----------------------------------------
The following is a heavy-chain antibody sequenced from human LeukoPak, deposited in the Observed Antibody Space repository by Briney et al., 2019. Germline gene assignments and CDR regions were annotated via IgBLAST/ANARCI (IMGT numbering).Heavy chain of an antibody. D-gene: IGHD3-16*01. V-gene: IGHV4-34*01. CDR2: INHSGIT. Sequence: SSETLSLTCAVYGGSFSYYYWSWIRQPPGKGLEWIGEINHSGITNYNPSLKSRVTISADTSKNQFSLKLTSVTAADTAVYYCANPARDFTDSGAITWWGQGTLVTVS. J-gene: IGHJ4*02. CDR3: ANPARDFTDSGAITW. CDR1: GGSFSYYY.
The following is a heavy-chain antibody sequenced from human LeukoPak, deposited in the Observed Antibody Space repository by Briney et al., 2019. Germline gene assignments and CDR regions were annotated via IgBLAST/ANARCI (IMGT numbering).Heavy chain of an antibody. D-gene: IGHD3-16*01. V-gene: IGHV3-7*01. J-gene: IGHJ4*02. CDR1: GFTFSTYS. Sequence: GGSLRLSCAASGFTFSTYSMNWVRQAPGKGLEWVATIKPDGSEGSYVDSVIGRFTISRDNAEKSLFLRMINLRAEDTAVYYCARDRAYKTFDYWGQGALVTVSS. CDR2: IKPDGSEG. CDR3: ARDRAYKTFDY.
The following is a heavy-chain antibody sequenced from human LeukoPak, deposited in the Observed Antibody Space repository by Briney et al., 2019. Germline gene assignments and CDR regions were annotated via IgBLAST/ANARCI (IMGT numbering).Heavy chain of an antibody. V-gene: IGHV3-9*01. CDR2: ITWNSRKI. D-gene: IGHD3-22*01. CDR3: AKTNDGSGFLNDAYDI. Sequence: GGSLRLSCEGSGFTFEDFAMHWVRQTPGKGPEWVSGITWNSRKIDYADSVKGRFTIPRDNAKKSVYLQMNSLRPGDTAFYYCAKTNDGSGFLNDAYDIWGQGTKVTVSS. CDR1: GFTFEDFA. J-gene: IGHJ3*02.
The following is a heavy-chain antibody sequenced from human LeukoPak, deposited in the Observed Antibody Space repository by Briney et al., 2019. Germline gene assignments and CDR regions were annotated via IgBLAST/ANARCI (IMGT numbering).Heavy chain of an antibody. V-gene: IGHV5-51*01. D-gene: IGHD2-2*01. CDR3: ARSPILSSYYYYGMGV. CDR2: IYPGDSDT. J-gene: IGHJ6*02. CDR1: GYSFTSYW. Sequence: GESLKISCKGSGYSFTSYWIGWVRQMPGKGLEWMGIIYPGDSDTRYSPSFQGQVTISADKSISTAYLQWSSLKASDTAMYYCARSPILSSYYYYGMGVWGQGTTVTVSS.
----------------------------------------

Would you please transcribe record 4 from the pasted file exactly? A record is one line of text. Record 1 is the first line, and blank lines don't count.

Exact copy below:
The following is a heavy-chain antibody sequenced from human LeukoPak, deposited in the Observed Antibody Space repository by Briney et al., 2019. Germline gene assignments and CDR regions were annotated via IgBLAST/ANARCI (IMGT numbering).Heavy chain of an antibody. V-gene: IGHV5-51*01. D-gene: IGHD2-2*01. CDR3: ARSPILSSYYYYGMGV. CDR2: IYPGDSDT. J-gene: IGHJ6*02. CDR1: GYSFTSYW. Sequence: GESLKISCKGSGYSFTSYWIGWVRQMPGKGLEWMGIIYPGDSDTRYSPSFQGQVTISADKSISTAYLQWSSLKASDTAMYYCARSPILSSYYYYGMGVWGQGTTVTVSS.